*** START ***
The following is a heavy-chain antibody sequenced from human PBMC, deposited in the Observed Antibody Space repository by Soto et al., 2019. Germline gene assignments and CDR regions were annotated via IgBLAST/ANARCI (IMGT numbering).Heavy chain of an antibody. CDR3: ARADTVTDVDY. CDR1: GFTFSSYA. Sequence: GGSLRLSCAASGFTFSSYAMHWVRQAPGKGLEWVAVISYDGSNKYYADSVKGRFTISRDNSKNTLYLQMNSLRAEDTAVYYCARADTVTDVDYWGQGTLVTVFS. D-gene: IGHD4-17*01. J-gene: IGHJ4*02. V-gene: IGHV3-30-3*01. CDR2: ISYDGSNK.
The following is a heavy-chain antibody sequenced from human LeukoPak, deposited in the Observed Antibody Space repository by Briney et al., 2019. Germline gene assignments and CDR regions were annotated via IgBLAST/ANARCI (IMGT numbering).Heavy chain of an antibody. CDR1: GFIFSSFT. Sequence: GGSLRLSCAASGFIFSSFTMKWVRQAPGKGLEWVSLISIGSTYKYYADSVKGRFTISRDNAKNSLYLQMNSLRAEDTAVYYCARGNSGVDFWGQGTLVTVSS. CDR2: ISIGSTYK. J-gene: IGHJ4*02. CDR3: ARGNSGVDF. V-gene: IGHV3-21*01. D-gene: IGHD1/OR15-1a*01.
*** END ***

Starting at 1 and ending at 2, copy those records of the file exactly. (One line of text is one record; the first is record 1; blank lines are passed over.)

The following is a heavy-chain antibody sequenced from human PBMC, deposited in the Observed Antibody Space repository by Soto et al., 2019. Germline gene assignments and CDR regions were annotated via IgBLAST/ANARCI (IMGT numbering).Heavy chain of an antibody. CDR3: ARADTVTDVDY. CDR1: GFTFSSYA. Sequence: GGSLRLSCAASGFTFSSYAMHWVRQAPGKGLEWVAVISYDGSNKYYADSVKGRFTISRDNSKNTLYLQMNSLRAEDTAVYYCARADTVTDVDYWGQGTLVTVFS. D-gene: IGHD4-17*01. J-gene: IGHJ4*02. V-gene: IGHV3-30-3*01. CDR2: ISYDGSNK.
The following is a heavy-chain antibody sequenced from human LeukoPak, deposited in the Observed Antibody Space repository by Briney et al., 2019. Germline gene assignments and CDR regions were annotated via IgBLAST/ANARCI (IMGT numbering).Heavy chain of an antibody. CDR1: GFIFSSFT. Sequence: GGSLRLSCAASGFIFSSFTMKWVRQAPGKGLEWVSLISIGSTYKYYADSVKGRFTISRDNAKNSLYLQMNSLRAEDTAVYYCARGNSGVDFWGQGTLVTVSS. CDR2: ISIGSTYK. J-gene: IGHJ4*02. CDR3: ARGNSGVDF. V-gene: IGHV3-21*01. D-gene: IGHD1/OR15-1a*01.